When the school year began, Grandma continued to teach that first year and would come home on the weekend. So that Grandpa wouldn’t be alone, Al Stimson moved in with him. Al was a student at WMU. His job was to help Grandpa with the housework. His way of handling the dishes was to load the dirty ones under the sink all week and then just before Grandma was due home for the weekend he would wash them all.

I imagine Grandma was happy to quit teaching and get rid of living in the “frat boy” atmosphere haha.

I’m happy they managed to send out some engraved wedding announcements.

And their portrait, too.

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The other day I posted Richard DeKorn’s death certificate from Kalamazoo and asked for help with the cause of death. Readers were very helpful, and I’m so appreciative.

I mentioned at the time that Richard’s daughter and Grandpa’s mother, Cora DeKorn Zuidweg (Mrs. Adrian Zuidweg), wasn’t in the register of deaths. Two readers kindly sent me Cora’s death certificate that they found on the Seeking Michigan website.

Cora is a particularly intriguing person to me because Grandpa and Grandma used to tell me that I looked a lot like her, especially with my hair pulled back. Cora always wore her hair up. The first time I saw this picture of Cora I was in my 20s and felt as if I was looking into a mirror.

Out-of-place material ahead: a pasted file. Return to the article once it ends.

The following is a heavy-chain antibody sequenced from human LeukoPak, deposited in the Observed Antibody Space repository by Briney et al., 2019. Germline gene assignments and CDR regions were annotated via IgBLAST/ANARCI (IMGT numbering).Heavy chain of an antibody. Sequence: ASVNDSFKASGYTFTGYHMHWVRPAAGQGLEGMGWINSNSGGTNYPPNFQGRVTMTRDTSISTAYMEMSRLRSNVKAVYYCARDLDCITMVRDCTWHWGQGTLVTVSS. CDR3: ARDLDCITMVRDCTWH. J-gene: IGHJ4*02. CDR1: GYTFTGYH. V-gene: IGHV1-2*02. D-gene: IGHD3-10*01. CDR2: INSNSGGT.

Also, Grandpa’s stories about her included stories of her love for animals and her courage to defend them. I feel a real affinity in the area of love of animals and wish I had her courage.

Here are Cora and Adrian (senior) with Grandpa, Adrian (junior)

What I knew about Cora’s death was that she had cancer that had spread throughout her body and her brain became confused from the disease. I also knew that she was dying when my grandparents got married. That explains why they got married out of town and on their own. My grandmother moved into the house with Grandpa and his mother and took care of her until she died a few months later.

Now take a look at the cause of death on the certificate:

Exhaustion – debility from gen – metastatic sarcoma spindle cell – primary in left thigh, followed injury was removed 9-16-29 – had existed there 5 years.